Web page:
Therefore, we say that the meaning of Christ's resurrection is as follows: the disciples were troubled and agitated after the martyrdom of Christ. The Reality of Christ, which signifies His teachings, His bounties, His perfections and His spiritual power, was hidden and concealed for two or three days after His martyrdom, and was not resplendent and manifest. No, rather it was lost, for the believers were few in number and were troubled and agitated. The Cause of Christ was like a lifeless body; and when after three days the disciples became assured and steadfast, and began to serve the Cause of Christ, and resolved to spread the divine teachings, putting His counsels into practice, and arising to serve Him, the Reality of Christ became resplendent and His bounty appeared; His religion found life; His teachings and His admonitions became evident and visible. In other words, the Cause of Christ was like a lifeless body until the life and the bounty of the Holy Spirit surrounded it.

Such is the meaning of the resurrection of Christ, and this was a true resurrection. But as the clergy have neither understood the meaning of the Gospels nor comprehended the symbols, therefore, it has been said that religion is in contradiction to science, and science in opposition to religion, as, for example, this subject of the ascension of Christ with an elemental body to the visible heaven is contrary to the science of mathematics. But when the truth of this subject becomes clear, and the symbol is explained, science in no way contradicts it; but, on the contrary, science and the intelligence affirm it.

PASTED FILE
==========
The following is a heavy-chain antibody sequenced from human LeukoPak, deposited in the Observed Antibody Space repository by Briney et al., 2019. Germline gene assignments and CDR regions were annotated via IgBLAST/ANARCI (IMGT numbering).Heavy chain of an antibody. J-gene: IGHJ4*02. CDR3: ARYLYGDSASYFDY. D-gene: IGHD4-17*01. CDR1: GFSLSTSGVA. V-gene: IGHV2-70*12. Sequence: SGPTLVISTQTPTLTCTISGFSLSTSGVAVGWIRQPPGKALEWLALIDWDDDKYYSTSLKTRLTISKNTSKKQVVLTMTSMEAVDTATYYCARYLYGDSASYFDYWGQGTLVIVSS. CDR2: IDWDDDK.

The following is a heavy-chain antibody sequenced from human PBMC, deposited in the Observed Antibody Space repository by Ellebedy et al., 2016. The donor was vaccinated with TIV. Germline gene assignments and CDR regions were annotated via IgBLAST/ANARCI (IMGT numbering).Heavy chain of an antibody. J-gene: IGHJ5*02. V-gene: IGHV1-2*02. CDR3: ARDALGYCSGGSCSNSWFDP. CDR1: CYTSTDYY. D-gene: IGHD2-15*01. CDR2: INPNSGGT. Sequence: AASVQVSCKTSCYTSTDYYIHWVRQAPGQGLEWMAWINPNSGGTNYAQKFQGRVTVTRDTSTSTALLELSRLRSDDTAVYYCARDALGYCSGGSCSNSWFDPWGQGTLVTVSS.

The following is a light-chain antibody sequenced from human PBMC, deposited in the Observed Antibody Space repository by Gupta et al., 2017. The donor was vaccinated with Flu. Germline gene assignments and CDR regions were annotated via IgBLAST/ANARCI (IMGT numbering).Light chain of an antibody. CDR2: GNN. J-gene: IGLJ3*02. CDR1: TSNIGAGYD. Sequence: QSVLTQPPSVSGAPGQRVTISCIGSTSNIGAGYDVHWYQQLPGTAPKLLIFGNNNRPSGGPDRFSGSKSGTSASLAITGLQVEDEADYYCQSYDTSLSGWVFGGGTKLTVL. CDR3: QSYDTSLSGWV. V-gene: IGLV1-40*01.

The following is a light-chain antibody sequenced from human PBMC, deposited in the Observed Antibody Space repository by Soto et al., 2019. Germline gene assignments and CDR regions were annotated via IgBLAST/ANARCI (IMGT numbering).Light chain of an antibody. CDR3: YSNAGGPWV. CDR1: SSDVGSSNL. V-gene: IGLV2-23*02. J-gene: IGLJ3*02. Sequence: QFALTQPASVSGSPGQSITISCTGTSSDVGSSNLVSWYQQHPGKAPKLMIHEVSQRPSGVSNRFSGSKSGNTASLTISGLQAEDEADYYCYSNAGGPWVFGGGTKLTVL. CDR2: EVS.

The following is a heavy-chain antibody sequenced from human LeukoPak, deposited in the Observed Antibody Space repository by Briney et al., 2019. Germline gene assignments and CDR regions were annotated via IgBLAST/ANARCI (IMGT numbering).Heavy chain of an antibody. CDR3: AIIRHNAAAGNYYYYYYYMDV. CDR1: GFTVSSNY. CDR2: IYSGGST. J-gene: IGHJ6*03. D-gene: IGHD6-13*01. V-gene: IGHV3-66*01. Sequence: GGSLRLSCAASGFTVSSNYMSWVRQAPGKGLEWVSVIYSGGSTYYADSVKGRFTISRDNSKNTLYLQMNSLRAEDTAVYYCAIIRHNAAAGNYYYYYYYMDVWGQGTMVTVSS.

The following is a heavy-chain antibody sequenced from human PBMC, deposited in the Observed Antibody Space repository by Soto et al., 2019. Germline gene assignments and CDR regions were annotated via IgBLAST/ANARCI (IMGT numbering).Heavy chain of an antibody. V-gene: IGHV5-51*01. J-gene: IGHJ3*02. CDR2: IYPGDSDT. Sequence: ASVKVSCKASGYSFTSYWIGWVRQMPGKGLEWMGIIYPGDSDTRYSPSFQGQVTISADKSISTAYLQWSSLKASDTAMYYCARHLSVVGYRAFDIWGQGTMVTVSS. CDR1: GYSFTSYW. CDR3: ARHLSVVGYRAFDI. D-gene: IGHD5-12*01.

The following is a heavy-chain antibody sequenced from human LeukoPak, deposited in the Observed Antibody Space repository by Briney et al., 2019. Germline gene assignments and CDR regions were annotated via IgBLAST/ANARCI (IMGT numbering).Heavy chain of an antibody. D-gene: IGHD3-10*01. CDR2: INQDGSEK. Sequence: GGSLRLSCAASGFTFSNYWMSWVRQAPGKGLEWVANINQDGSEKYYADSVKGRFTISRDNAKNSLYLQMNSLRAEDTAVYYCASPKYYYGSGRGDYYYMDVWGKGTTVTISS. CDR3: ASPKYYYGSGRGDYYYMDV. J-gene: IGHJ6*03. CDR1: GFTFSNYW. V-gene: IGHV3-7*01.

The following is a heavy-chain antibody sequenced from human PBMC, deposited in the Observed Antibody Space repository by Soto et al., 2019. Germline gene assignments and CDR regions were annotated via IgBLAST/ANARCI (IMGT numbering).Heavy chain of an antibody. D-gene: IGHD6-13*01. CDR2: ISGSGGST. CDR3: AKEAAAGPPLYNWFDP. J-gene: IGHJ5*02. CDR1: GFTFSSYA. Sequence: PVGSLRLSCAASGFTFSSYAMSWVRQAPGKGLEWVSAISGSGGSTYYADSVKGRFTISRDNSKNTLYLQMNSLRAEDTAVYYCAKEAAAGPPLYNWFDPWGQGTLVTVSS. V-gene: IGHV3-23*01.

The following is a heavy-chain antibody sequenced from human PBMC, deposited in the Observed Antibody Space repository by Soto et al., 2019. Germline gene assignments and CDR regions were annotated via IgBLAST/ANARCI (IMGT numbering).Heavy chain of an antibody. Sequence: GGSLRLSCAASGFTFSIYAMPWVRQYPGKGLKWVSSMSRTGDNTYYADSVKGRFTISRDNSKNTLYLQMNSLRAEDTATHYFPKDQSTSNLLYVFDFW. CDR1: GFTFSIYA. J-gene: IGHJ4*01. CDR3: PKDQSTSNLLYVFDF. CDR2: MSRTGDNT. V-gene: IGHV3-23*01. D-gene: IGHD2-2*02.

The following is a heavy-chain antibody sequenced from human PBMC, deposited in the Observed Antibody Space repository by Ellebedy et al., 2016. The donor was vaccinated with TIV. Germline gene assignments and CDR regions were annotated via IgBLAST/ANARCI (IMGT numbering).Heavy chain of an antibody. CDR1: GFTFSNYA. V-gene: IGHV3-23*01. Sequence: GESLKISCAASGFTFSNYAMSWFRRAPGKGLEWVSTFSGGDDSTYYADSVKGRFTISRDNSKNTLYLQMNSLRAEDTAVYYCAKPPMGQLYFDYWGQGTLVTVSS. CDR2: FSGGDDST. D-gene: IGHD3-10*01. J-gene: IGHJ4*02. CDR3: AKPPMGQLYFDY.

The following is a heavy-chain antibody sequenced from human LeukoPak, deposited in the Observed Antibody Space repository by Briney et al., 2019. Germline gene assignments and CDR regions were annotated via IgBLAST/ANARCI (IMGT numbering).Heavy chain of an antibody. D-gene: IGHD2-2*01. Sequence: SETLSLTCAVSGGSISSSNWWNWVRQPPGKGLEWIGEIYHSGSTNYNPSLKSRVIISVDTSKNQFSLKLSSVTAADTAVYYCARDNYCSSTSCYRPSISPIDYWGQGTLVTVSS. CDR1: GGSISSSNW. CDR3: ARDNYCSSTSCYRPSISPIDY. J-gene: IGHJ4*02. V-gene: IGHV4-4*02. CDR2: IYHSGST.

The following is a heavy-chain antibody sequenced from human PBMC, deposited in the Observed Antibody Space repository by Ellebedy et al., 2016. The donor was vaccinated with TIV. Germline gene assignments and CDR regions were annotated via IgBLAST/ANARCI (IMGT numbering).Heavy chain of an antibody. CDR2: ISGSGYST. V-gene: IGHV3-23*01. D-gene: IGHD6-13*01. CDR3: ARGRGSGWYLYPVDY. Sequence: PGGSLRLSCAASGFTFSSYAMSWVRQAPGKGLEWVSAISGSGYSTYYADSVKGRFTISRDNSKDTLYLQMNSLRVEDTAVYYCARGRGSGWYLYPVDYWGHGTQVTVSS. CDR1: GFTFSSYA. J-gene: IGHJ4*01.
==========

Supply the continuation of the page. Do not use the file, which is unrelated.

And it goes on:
(Abdu'l-Baha, Some Answered Questions, 22, 23)

- posted by dan @ 11:03 PM | | 0 rocks in pond

"It is better to love and lost then to have never loved at all."

Is it really? Is the happiness worth the all pain in the end?

I guess one can't really experience happiness without having to go through saddness as well.

The Ironies of Life... more like the Truths of Life.

- posted by Julia @ 5:29 PM | | 0 rocks in pond

Wednesday, October 12, 2005
birthday post

robert capa said,
"if it isn't interesting,
you weren't close enough."
oh, damn that landmine.

- posted by Elis @ 7:09 PM | | 0 rocks in pond

Tuesday, October 11, 2005
On Miracles

John 6:

26 Jesus answered them and said, Verily, verily, I say unto you, Ye seek me, not because ye saw the miracles, but because ye did eat of the loaves, and were filled.

27 Labour not for the meat which perisheth, but for that meat which endureth unto everlasting life, which the Son of man shall give unto you: for him hath God the Father sealed.

30 They said therefore unto him, What sign shewest thou then, that we may see, and believe thee? what dost thou work?

31 Our fathers did eat manna in the desert; as it is written, He gave them bread from heaven to eat.

32 Then Jesus said unto them, Verily, verily, I say unto you, Moses gave you not that bread from heaven; but my Father giveth you the true bread from heaven.

33 For the bread of God is he which cometh down from heaven, and giveth life unto the world.

34 Then said they unto him, Lord, evermore give us this bread.

35 And Jesus said unto them, I am the bread of life: he that cometh to me shall never hunger; and he that believeth on me shall never thirst.

36 But I said unto you, That ye also have seen me, and believe not.

49 Your fathers did eat manna in the wilderness, and are dead.

50 This is the bread which cometh down from heaven, that a man may eat thereof, and not die.